iconOpen Access



A New Generative Mathematical Model for Coverless Steganography System Based on Image Generation

Al-Hussien Seddik1, Mohammed Salah2, Gamal Behery2, Ahmed El-harby2, Ahmed Ismail Ebada2, Sokea Teng3, Yunyoung Nam3,*, Mohamed Abouhawwash4,5

1 Department of Computer Science, Faculty of Science, Minia University, Minia, Egypt
2 Department of Computer Science, Faculty of Computers and Artificial Intelligence, Damietta University, New Damietta, Egypt
3 Department of ICT Convergence, Soonchunhyang University, Asan, 31538, Korea
4 Department of Mathematics, Faculty of Science, Mansoura University, Mansoura, 35516, Egypt
5 Department of Computational Mathematics, Science, and Engineering (CMSE), Michigan State University, East Lansing, 48824, MI, USA

* Corresponding Author: Yunyoung Nam. Email: email

Computers, Materials & Continua 2023, 74(3), 5087-5103. https://doi.org/10.32604/cmc.2023.035364


The ability of any steganography system to correctly retrieve the secret message is the primary criterion for measuring its efficiency. Recently, researchers have tried to generate a new natural image driven from only the secret message bits rather than using a cover to embed the secret message within it; this is called the stego image. This paper proposes a new secured coverless steganography system using a generative mathematical model based on semi Quick Response (QR) code and maze game image generation. This system consists of two components. The first component contains two processes, encryption process, and hiding process. The encryption process encrypts secret message bits in the form of a semi-QR code image whereas the hiding process conceals the pregenerated semi-QR code in the generated maze game image. On the other hand, the second component contains two processes, extraction and decryption, which are responsible for extracting the semi-QR code from the maze game image and then retrieving the original secret message from the extracted semi-QR code image, respectively. The results were obtained using the bit error rate (BER) metric. These results confirmed that the system achieved high hiding capacity, good performance, and a high level of robustness against attackers compared with other coverless steganography methods.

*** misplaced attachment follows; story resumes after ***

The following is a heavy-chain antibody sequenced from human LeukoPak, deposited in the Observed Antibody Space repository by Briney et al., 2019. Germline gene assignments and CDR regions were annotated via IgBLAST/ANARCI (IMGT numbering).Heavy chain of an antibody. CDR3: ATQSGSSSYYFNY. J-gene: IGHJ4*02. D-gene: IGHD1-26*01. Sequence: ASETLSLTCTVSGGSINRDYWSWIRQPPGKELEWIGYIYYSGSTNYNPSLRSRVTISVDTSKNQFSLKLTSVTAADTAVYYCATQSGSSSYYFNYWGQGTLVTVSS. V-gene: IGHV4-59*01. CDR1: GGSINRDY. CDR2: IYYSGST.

1  Introduction

In the computer and internet era, securing transmitted data is considered a necessary process. Therefore, an effectiveness system must be an alternative for solving this need [1]. Securing the transmission communication channels against any attackers is an important conventional operation [2]. Many methodologies like steganography are used to secure data [3]. The smarter the generated steganography system, the higher its robustness level.

Steganography is a technique used to hide a piece of information in any other type without changing the second information to appear as an original one [4]. Some researchers define steganography as “hiding in plain sight” because the sent message is secretly out in the open for all to see. Some forms of steganography are even done unnoticed from the sender to the message recipient [5].

Generally, steganography consists of two components. The first is called embedding which is responsible for concealing the secret message within a cover file. The second component is called extraction which retrieves the secret message from the sent stego file, the cover file [6].

In 2013, a group of researchers proposed hiding data without using a cover file. This method is called coverless steganography. Coverless steganography can execute by a cover generation using the secret message bits themselves. This generated cover implies the secret message which may be an image, video, audio, or text file. The other form of coverless steganography involves building an image database consisting a number of natural images, which are then divided into subblocks. Finally, the secret message bits are compared for matching with these image subblocks [6].